On Oct. 4, 1957, Sputnik 1 successfully launched and entered Earth's orbit. Thus, began the space age. The successful launch of Sputnik 1 gave the soviets the title of putting the first ever man made object into space. Many Americans feared the Soviets’ new rocket and satellite technology, and the harm that it could do. The U.S. was way behind the soviets. They would try and catch up with the Soviets, thus the beginning of the “space race.”
After the launch of Sputnik 1, the United States thought it was their turn and successfully launched Explorer 1. This successful launch helped even the field and balance out the power. The satellite marked a moment when the United States got its confidence back after a series of unsuccessful launches and the Soviet Union's successful launch of Sputnik. The United States was back in the race.
The Russians took the lead when they launched a small craft carrying cosmonaut Yuri Gagarin. On April 12, 1961, Soviet cosmonaut Yuri Gagarin becomes the first human being to travel into space. During his time in space he also became the first man to orbit the planet. After his historic feat was announced, Gagarin became an instant worldwide celebrity. With the success of putting the first man into space, came a huge blow the to United States. They were now behind again, would they ever catch up?
Man on the Moon!
"On July 20, 1969, American astronauts Neil Armstrong (1930-2012) and Edwin “Buzz” Aldrin (1930-) became the first humans ever to land on the moon. About six-and-a-half hours later, Armstrong became the first person to walk on the moon. As he set took his first step, Armstrong famously said, “That’s one small step for man, one giant leap for mankind.” By landing on the moon, the United States effectively “won” the space race that had begun with Sputnik’s launch in 1957. For their part, the Soviets made four failed attempts to launch a lunar landing craft between 1969 and 1972, including a spectacular launch-pad explosion in July 1969. From beginning to end, the American public’s attention was captivated by the space race, and the various developments by the Soviet and U.S. space programs were heavily covered in the national media. This frenzy of interest was further encouraged by the new medium of television. Astronauts came to be seen as the ultimate American heroes."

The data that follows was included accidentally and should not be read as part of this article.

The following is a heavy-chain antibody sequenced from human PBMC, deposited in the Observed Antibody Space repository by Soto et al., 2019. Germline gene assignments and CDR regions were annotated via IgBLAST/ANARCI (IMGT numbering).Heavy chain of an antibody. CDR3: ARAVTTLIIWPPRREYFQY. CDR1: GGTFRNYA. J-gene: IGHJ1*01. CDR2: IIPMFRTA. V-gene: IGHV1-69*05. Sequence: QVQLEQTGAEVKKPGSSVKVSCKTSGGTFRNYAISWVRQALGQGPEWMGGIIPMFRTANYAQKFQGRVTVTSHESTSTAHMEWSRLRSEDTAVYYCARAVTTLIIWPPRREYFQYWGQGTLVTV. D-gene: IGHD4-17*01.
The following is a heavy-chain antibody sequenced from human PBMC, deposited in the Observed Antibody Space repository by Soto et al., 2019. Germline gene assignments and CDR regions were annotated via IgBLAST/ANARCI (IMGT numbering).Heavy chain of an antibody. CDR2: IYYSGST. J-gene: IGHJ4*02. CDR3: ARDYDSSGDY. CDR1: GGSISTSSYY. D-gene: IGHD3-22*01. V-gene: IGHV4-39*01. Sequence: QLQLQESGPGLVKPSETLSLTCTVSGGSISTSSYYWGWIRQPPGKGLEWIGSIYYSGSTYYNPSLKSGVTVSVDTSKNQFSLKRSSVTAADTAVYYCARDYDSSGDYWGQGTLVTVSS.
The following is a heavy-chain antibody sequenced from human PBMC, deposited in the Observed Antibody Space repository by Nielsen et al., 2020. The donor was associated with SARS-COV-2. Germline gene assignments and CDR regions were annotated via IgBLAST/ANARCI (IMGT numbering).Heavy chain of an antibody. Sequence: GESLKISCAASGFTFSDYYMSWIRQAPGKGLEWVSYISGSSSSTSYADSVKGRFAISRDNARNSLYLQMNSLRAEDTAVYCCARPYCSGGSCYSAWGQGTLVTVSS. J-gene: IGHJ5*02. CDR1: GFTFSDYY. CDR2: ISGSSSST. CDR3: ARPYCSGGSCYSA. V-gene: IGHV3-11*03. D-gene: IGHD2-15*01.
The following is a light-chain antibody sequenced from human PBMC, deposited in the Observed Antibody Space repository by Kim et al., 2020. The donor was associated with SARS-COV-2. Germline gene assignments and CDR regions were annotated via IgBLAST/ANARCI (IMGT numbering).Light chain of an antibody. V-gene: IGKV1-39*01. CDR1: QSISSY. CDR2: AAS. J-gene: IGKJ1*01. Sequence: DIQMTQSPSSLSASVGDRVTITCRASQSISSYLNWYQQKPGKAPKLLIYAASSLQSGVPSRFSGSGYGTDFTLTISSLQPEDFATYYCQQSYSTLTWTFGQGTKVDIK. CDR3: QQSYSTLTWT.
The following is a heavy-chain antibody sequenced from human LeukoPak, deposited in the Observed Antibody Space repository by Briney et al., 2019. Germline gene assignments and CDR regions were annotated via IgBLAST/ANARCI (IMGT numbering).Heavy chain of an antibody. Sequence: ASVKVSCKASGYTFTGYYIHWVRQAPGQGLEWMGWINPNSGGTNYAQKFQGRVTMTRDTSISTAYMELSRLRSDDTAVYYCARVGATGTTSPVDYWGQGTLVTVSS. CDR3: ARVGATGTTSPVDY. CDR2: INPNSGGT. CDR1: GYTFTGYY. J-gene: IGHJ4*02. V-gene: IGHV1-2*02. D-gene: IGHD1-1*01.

This information is directly copied from http://www.history.com/topics/spacer-race
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